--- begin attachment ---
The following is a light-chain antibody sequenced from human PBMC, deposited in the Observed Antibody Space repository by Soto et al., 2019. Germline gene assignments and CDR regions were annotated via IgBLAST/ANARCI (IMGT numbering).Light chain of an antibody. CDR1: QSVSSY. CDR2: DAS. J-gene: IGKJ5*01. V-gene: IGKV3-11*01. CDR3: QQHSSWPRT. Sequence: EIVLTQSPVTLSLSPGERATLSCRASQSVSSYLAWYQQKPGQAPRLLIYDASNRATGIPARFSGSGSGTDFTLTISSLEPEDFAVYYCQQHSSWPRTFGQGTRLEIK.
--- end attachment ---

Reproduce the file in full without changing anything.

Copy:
The following is a light-chain antibody sequenced from human PBMC, deposited in the Observed Antibody Space repository by Soto et al., 2019. Germline gene assignments and CDR regions were annotated via IgBLAST/ANARCI (IMGT numbering).Light chain of an antibody. CDR1: QSVSSY. CDR2: DAS. J-gene: IGKJ5*01. V-gene: IGKV3-11*01. CDR3: QQHSSWPRT. Sequence: EIVLTQSPVTLSLSPGERATLSCRASQSVSSYLAWYQQKPGQAPRLLIYDASNRATGIPARFSGSGSGTDFTLTISSLEPEDFAVYYCQQHSSWPRTFGQGTRLEIK.